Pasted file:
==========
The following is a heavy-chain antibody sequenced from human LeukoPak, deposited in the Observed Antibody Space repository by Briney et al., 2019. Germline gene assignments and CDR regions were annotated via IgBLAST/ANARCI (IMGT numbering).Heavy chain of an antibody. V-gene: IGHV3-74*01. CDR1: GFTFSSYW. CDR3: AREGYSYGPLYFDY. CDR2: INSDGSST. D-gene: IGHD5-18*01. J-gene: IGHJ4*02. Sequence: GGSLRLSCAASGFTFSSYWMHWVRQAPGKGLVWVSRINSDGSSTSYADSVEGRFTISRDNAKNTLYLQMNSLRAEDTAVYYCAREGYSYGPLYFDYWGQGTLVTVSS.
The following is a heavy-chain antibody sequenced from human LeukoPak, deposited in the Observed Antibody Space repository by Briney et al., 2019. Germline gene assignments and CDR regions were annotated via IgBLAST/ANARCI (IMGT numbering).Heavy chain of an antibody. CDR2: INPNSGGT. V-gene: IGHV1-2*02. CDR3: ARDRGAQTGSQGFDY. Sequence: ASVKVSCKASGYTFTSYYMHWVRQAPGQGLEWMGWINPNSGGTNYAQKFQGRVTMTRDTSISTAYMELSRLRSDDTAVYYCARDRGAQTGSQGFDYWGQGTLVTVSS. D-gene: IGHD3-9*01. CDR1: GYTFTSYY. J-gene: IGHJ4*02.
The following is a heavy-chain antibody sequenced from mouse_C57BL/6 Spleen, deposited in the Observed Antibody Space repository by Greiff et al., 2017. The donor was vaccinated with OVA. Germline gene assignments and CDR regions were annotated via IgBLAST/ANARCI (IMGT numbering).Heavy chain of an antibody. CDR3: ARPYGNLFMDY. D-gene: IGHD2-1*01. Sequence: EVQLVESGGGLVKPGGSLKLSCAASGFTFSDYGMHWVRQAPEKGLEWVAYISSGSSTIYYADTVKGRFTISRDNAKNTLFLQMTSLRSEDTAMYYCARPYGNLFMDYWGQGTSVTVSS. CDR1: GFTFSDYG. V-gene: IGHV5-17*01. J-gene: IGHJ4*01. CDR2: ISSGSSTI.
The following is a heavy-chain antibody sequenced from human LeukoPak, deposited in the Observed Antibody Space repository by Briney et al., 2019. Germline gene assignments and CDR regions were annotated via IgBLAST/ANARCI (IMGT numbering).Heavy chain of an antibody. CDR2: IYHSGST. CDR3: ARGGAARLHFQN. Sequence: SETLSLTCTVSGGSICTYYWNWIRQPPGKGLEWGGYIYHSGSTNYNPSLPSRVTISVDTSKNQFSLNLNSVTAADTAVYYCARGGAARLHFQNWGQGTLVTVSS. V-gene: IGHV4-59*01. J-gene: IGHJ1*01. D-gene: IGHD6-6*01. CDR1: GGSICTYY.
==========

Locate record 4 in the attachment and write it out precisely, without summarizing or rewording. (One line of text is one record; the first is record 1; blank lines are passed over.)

The following is a heavy-chain antibody sequenced from human LeukoPak, deposited in the Observed Antibody Space repository by Briney et al., 2019. Germline gene assignments and CDR regions were annotated via IgBLAST/ANARCI (IMGT numbering).Heavy chain of an antibody. CDR2: IYHSGST. CDR3: ARGGAARLHFQN. Sequence: SETLSLTCTVSGGSICTYYWNWIRQPPGKGLEWGGYIYHSGSTNYNPSLPSRVTISVDTSKNQFSLNLNSVTAADTAVYYCARGGAARLHFQNWGQGTLVTVSS. V-gene: IGHV4-59*01. J-gene: IGHJ1*01. D-gene: IGHD6-6*01. CDR1: GGSICTYY.